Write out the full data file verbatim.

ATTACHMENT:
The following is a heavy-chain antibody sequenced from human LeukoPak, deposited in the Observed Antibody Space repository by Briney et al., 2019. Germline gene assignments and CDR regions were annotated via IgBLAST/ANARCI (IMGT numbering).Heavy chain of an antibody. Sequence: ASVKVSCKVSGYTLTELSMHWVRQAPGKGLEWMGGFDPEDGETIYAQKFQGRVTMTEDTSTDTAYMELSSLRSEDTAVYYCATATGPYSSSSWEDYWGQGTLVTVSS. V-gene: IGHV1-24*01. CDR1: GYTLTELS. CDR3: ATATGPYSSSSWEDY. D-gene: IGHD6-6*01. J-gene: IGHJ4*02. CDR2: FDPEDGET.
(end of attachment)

The following is a heavy-chain antibody sequenced from human LeukoPak, deposited in the Observed Antibody Space repository by Briney et al., 2019. Germline gene assignments and CDR regions were annotated via IgBLAST/ANARCI (IMGT numbering).Heavy chain of an antibody. Sequence: ASVKVSCKVSGYTLTELSMHWVRQAPGKGLEWMGGFDPEDGETIYAQKFQGRVTMTEDTSTDTAYMELSSLRSEDTAVYYCATATGPYSSSSWEDYWGQGTLVTVSS. V-gene: IGHV1-24*01. CDR1: GYTLTELS. CDR3: ATATGPYSSSSWEDY. D-gene: IGHD6-6*01. J-gene: IGHJ4*02. CDR2: FDPEDGET.